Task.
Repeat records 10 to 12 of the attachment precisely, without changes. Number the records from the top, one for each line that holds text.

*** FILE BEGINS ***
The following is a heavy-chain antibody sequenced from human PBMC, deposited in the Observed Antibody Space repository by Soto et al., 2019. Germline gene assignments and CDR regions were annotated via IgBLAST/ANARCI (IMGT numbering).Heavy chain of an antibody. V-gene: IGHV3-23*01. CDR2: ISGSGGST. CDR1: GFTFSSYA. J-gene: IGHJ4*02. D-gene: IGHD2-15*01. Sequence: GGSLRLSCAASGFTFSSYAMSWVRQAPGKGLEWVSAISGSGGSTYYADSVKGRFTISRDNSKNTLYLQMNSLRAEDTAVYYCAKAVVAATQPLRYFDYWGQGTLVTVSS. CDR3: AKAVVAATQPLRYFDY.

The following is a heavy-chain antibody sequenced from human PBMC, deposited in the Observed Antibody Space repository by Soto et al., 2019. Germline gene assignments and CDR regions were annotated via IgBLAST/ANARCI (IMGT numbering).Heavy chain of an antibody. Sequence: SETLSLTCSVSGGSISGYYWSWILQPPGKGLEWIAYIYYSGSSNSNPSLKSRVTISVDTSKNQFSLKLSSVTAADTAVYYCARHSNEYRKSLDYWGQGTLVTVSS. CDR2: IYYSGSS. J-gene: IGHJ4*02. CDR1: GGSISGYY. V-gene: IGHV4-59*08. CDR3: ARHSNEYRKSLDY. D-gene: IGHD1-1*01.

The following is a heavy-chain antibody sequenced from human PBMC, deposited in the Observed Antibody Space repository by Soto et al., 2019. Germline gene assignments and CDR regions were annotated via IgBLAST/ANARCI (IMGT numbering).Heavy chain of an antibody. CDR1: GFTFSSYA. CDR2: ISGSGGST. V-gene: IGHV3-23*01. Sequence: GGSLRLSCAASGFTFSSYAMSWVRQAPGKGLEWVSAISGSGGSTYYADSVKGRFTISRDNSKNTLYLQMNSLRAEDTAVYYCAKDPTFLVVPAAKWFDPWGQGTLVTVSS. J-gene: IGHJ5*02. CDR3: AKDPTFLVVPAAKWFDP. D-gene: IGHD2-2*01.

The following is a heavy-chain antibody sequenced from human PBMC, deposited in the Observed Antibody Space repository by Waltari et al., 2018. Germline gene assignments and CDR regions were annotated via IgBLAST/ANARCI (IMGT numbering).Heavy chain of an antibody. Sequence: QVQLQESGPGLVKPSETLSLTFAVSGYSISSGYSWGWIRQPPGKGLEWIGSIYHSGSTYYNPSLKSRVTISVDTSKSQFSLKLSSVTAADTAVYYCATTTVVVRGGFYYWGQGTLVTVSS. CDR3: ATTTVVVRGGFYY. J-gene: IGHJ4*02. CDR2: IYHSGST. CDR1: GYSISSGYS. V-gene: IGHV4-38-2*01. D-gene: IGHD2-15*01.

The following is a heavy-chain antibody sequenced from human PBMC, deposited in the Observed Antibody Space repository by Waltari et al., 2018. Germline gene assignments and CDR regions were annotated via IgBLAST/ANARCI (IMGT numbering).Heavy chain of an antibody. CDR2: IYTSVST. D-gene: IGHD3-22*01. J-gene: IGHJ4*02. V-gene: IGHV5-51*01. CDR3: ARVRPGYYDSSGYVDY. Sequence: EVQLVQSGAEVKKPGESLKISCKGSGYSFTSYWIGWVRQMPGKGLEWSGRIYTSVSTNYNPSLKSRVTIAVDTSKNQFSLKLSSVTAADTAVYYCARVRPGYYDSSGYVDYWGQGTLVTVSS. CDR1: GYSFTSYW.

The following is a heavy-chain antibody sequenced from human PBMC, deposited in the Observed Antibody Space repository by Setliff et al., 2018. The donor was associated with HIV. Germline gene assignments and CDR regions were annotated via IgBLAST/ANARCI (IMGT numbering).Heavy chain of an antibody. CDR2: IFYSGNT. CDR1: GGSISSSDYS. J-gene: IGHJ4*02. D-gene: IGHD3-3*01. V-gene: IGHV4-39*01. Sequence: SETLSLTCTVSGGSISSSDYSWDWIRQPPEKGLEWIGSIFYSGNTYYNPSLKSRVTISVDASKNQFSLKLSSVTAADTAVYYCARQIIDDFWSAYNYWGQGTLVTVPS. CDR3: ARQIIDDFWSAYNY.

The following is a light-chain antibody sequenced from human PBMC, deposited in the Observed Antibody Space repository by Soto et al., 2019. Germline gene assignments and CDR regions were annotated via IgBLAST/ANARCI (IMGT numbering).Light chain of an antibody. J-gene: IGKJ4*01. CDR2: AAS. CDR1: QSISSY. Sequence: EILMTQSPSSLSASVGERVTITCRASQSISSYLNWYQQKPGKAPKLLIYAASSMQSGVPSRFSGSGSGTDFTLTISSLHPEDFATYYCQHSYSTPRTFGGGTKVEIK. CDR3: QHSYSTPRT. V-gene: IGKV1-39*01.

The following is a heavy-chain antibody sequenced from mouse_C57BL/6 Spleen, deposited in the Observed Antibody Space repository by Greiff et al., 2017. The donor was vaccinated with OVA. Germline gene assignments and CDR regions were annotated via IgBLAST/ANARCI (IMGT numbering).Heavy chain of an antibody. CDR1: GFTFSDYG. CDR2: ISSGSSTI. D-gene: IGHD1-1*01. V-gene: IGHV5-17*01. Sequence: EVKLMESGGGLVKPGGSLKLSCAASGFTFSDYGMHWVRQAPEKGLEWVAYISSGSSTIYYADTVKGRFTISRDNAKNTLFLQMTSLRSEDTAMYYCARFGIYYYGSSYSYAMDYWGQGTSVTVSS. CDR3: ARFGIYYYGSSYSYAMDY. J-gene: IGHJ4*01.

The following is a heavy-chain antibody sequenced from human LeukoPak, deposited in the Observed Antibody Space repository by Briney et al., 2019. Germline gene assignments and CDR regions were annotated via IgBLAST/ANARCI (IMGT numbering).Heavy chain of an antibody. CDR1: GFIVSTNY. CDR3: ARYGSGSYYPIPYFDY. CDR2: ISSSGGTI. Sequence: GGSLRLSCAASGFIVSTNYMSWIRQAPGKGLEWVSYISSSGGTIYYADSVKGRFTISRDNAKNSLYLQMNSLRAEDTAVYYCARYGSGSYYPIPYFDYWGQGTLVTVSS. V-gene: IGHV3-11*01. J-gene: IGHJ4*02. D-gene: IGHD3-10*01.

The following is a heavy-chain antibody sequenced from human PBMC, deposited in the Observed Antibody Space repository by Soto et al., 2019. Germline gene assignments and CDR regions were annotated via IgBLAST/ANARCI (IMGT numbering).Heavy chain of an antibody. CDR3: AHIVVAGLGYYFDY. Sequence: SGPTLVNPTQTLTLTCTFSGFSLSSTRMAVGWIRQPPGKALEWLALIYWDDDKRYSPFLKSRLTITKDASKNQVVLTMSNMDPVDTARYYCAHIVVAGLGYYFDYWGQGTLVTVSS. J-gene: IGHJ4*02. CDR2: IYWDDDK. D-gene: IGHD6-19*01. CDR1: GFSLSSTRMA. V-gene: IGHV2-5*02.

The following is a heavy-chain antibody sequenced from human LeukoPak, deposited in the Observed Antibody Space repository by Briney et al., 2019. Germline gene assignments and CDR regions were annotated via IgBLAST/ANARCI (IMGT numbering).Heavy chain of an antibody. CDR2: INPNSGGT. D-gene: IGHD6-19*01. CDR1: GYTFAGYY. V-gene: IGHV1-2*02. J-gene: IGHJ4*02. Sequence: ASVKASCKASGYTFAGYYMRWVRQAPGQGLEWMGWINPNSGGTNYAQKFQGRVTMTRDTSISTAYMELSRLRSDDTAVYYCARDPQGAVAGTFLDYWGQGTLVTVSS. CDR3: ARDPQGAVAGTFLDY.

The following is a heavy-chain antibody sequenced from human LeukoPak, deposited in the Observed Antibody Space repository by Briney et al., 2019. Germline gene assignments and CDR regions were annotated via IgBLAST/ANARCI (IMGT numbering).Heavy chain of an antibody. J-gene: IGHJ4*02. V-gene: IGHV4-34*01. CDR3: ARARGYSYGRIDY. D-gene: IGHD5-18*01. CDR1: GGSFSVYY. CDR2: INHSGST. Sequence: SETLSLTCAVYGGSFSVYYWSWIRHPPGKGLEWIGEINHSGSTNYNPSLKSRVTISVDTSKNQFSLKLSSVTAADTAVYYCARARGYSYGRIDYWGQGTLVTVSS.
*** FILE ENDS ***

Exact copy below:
The following is a heavy-chain antibody sequenced from human PBMC, deposited in the Observed Antibody Space repository by Soto et al., 2019. Germline gene assignments and CDR regions were annotated via IgBLAST/ANARCI (IMGT numbering).Heavy chain of an antibody. CDR3: AHIVVAGLGYYFDY. Sequence: SGPTLVNPTQTLTLTCTFSGFSLSSTRMAVGWIRQPPGKALEWLALIYWDDDKRYSPFLKSRLTITKDASKNQVVLTMSNMDPVDTARYYCAHIVVAGLGYYFDYWGQGTLVTVSS. J-gene: IGHJ4*02. CDR2: IYWDDDK. D-gene: IGHD6-19*01. CDR1: GFSLSSTRMA. V-gene: IGHV2-5*02.

The following is a heavy-chain antibody sequenced from human LeukoPak, deposited in the Observed Antibody Space repository by Briney et al., 2019. Germline gene assignments and CDR regions were annotated via IgBLAST/ANARCI (IMGT numbering).Heavy chain of an antibody. CDR2: INPNSGGT. D-gene: IGHD6-19*01. CDR1: GYTFAGYY. V-gene: IGHV1-2*02. J-gene: IGHJ4*02. Sequence: ASVKASCKASGYTFAGYYMRWVRQAPGQGLEWMGWINPNSGGTNYAQKFQGRVTMTRDTSISTAYMELSRLRSDDTAVYYCARDPQGAVAGTFLDYWGQGTLVTVSS. CDR3: ARDPQGAVAGTFLDY.

The following is a heavy-chain antibody sequenced from human LeukoPak, deposited in the Observed Antibody Space repository by Briney et al., 2019. Germline gene assignments and CDR regions were annotated via IgBLAST/ANARCI (IMGT numbering).Heavy chain of an antibody. J-gene: IGHJ4*02. V-gene: IGHV4-34*01. CDR3: ARARGYSYGRIDY. D-gene: IGHD5-18*01. CDR1: GGSFSVYY. CDR2: INHSGST. Sequence: SETLSLTCAVYGGSFSVYYWSWIRHPPGKGLEWIGEINHSGSTNYNPSLKSRVTISVDTSKNQFSLKLSSVTAADTAVYYCARARGYSYGRIDYWGQGTLVTVSS.